Press play on the tape (ahem!) and you’re greeted by the all so familiar sound of the Speccy loading. Aah – heavenly. And if I’m not mistaken, it seems to the first thirty seconds or so of ‘Manic Miner’. Yes yes, I know, but when you’ve loaded a game that many times, surely you just remember the loading tones for it? Not just me, I’m sure. After you’ve told yourself ‘Yes, that’s definitely Manic Miner’, that’s when Alister gets to work. That AY chip gets going and you’re thrown into your own musical Speccy world. And you won’t want to leave.

Then comes the fast paced Glider Rider. It’s up-tempo beats fused with the original Speccy tune works a treat and serves as a reminder about how great the Speccy was as a music machine. This is not a game I was familiar with when growing up so the tune is very fresh to me indeed, but all I can say is – I wanna play Glider Rider!

Sabotuer II is one I do remember indeed. This time it’s something I’d say the Pet Shop Boys would be proud of. It transports you straight back to the 80’s. Pulsating drums, hazy guitars and the quirkiness you get with the Speccy sound. Though coming in at just over three minutes, it does seem to end rather quickly just as it gets started but this is the only negative thing about it. If you want more, I guess you can just rewind and listen to it again.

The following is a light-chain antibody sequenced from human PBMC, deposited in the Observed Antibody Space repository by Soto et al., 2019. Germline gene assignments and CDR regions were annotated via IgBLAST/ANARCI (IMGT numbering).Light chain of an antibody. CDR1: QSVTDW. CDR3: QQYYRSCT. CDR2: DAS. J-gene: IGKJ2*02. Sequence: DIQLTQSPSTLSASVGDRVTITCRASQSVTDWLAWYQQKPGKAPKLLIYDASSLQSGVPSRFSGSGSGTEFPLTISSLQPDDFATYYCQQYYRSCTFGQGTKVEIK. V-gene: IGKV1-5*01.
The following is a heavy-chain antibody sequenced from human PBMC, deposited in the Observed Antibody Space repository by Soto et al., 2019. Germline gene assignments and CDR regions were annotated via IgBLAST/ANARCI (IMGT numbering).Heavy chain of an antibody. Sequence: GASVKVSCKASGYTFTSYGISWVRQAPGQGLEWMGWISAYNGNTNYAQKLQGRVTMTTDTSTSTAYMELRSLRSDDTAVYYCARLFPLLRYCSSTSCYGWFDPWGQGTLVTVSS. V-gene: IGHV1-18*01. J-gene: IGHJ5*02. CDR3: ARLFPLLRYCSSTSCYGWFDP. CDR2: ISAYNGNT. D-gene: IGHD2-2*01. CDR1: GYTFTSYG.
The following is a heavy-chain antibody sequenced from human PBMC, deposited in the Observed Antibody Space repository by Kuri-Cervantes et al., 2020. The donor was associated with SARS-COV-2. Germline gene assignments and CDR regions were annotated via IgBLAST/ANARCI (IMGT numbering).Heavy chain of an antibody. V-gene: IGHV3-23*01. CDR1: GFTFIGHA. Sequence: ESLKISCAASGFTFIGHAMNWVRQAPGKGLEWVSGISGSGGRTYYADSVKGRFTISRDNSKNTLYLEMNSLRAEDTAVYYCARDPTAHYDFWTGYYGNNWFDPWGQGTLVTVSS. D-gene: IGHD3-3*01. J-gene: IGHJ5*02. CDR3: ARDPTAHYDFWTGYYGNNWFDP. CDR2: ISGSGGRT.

My Magic Knight obsession started with Finders Keepers then moved onto Spellbound and stayed there for a very long time, mainly as these were the only two of the series that I had growing up, and also because I couldn’t complete either of them. It’s only after investigating later on I discovered there were more! Which brings me smoothly onto Stormbringer. Not a game I played originally so not a tune I was all too familiar with. Listening to Alister’s re-working of it and it sounds like it would fit in very well with a modern film theme tune. It’s very Harry Potter-esque or very much a film of that ilk. Kind of spooky but mystical, like being lost in a giant castle and searching for a way out.

You’re quickly moved onto a change of pace when Agent X pops it’s head up next. A heavy guitar riff fills the air along with some keyboard work and then another chunky riff kicks in. Pure 80’s rock with some excellent guitar work though always keeping the Speccy-ness present in one form or another.